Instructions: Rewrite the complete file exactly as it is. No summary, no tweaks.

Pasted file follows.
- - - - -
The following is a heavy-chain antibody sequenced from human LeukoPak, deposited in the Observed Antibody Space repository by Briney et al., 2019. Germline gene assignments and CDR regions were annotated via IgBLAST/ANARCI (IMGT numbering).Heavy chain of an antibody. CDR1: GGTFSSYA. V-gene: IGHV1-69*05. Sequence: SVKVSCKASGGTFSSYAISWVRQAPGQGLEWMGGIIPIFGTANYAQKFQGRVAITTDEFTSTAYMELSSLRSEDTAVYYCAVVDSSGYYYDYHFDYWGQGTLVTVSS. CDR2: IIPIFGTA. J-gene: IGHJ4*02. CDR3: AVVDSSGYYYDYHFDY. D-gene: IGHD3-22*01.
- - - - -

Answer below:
The following is a heavy-chain antibody sequenced from human LeukoPak, deposited in the Observed Antibody Space repository by Briney et al., 2019. Germline gene assignments and CDR regions were annotated via IgBLAST/ANARCI (IMGT numbering).Heavy chain of an antibody. CDR1: GGTFSSYA. V-gene: IGHV1-69*05. Sequence: SVKVSCKASGGTFSSYAISWVRQAPGQGLEWMGGIIPIFGTANYAQKFQGRVAITTDEFTSTAYMELSSLRSEDTAVYYCAVVDSSGYYYDYHFDYWGQGTLVTVSS. CDR2: IIPIFGTA. J-gene: IGHJ4*02. CDR3: AVVDSSGYYYDYHFDY. D-gene: IGHD3-22*01.